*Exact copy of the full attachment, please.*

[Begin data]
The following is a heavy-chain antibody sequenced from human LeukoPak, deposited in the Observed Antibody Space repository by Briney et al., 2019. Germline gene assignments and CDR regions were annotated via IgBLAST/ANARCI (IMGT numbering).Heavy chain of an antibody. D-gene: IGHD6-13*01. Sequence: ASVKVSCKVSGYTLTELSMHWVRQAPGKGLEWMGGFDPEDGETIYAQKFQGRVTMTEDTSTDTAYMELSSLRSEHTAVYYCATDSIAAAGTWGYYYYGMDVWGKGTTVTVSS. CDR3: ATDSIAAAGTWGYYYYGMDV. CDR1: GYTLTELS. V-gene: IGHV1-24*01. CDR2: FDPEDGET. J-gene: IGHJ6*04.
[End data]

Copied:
The following is a heavy-chain antibody sequenced from human LeukoPak, deposited in the Observed Antibody Space repository by Briney et al., 2019. Germline gene assignments and CDR regions were annotated via IgBLAST/ANARCI (IMGT numbering).Heavy chain of an antibody. D-gene: IGHD6-13*01. Sequence: ASVKVSCKVSGYTLTELSMHWVRQAPGKGLEWMGGFDPEDGETIYAQKFQGRVTMTEDTSTDTAYMELSSLRSEHTAVYYCATDSIAAAGTWGYYYYGMDVWGKGTTVTVSS. CDR3: ATDSIAAAGTWGYYYYGMDV. CDR1: GYTLTELS. V-gene: IGHV1-24*01. CDR2: FDPEDGET. J-gene: IGHJ6*04.